The Prophetic Gift Lesson 2 January 10, 2009
The Prophetic Gift
January 10, 2009
Theme: “The Prophetic Gift”
Leading Question: What are the circumstances on earth that trigger a divine decision to send a prophetic messenger?
The following examples of prophetic messengers help us see what kind of people God uses as well as the circumstances that make the presence of a prophet advisable:
A. Abraham: Gen 20:7. The use of the word “prophet” for Abraham in his conflict with Abimelech seems strange in that Abraham was the one who had wronged Abimelech. Is such an example typical or unusual? Can we generalize from it?
B. Moses: Num 12:6-8; Deut 18:15-18; Num 34:10-12. Even though Moses was a prophet, Scripture suggests that he was more than a prophet, a notch ahead of ordinary prophets. Did his special relationship with God enhance his authority, making him more authoritative than “ordinary” prophets? What was his role among God’s people?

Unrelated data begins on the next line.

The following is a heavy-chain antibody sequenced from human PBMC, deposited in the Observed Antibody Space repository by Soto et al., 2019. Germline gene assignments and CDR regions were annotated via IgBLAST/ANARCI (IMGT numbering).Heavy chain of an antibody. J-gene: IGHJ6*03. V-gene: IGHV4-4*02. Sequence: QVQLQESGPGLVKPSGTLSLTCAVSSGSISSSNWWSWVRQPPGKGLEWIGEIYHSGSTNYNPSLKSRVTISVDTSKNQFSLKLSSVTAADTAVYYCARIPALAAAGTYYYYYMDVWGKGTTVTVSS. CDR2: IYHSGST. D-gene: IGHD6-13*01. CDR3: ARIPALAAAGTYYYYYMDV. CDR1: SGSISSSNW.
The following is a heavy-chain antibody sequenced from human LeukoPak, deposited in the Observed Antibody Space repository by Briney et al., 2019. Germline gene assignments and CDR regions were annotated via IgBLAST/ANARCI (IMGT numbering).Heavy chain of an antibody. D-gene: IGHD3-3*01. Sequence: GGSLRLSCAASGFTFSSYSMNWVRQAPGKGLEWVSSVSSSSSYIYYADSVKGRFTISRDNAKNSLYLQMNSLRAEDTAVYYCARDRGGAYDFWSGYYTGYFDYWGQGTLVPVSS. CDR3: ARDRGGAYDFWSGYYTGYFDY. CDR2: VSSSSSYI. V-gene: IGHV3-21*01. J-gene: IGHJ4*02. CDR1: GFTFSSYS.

C. Prophetesses in Israel: Exod 15:20, 21; Judges 4:4-10; 2 Kings 22:11-20. Miriam, Deborah, and Huldah are all called “prophetess” in Scripture. One came from the time of the exodus, one from the era of the judges, and one at the end of the monarchy. What were the circumstances that led to the appointment of these women to the prophetic office? In what way did their ministry differ from that of their male counterparts?
Note: In the New Testament, Paul states: “I permit no woman to teach or to have authority over a man; she is to keep silent” (1 Tim 2:12). Do the Old Testament examples of women who exercised authority over men suggest that inspired messages can sometimes be local rather than universal in their application? How does one know when such distinctions should be made?
D. New Testament Prophets: Luke 1:67 (Zechariah); John 1:6, 7 (John the Baptist); Acts 11:27-28 (Agabus); Acts 13:1 (Barnabas, Simeon, Lucius, Manaen, Saul). Is it possible to clearly distinguish the work of apostles from that of prophets in the New Testament? Does the New Testament seem to grant apostles more authority than “mere” prophets?
E. Greatest and least: Mat 11:11: John the Baptist. Jesus said that John the Baptist was the “greatest” among those born to women, yet even the least in the Kingdom was greater than he. Does that tell us anything about John’s authority or standing? What light does that shed on “prophetic authority”?
Department of Theology - Walla Walla College
Guests: Zdravko Stefanovic , and Dave Thomas
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